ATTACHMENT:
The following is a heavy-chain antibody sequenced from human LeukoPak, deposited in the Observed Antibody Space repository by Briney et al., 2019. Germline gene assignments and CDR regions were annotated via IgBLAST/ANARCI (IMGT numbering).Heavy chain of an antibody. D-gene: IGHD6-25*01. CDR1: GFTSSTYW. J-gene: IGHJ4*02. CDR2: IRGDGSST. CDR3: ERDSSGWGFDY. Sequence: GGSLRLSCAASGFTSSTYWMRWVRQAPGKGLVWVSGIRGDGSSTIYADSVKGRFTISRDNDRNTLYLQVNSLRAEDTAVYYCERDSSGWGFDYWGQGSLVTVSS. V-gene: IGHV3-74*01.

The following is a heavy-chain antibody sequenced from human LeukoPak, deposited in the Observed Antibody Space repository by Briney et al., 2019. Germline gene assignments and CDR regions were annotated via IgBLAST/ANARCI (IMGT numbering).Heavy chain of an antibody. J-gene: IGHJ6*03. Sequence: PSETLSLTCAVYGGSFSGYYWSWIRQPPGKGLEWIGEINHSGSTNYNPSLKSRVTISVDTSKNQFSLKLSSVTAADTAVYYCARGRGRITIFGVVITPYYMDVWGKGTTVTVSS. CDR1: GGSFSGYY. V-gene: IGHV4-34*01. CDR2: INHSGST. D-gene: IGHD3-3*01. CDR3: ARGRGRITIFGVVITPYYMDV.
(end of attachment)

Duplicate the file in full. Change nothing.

The following is a heavy-chain antibody sequenced from human LeukoPak, deposited in the Observed Antibody Space repository by Briney et al., 2019. Germline gene assignments and CDR regions were annotated via IgBLAST/ANARCI (IMGT numbering).Heavy chain of an antibody. D-gene: IGHD6-25*01. CDR1: GFTSSTYW. J-gene: IGHJ4*02. CDR2: IRGDGSST. CDR3: ERDSSGWGFDY. Sequence: GGSLRLSCAASGFTSSTYWMRWVRQAPGKGLVWVSGIRGDGSSTIYADSVKGRFTISRDNDRNTLYLQVNSLRAEDTAVYYCERDSSGWGFDYWGQGSLVTVSS. V-gene: IGHV3-74*01.

The following is a heavy-chain antibody sequenced from human LeukoPak, deposited in the Observed Antibody Space repository by Briney et al., 2019. Germline gene assignments and CDR regions were annotated via IgBLAST/ANARCI (IMGT numbering).Heavy chain of an antibody. J-gene: IGHJ6*03. Sequence: PSETLSLTCAVYGGSFSGYYWSWIRQPPGKGLEWIGEINHSGSTNYNPSLKSRVTISVDTSKNQFSLKLSSVTAADTAVYYCARGRGRITIFGVVITPYYMDVWGKGTTVTVSS. CDR1: GGSFSGYY. V-gene: IGHV4-34*01. CDR2: INHSGST. D-gene: IGHD3-3*01. CDR3: ARGRGRITIFGVVITPYYMDV.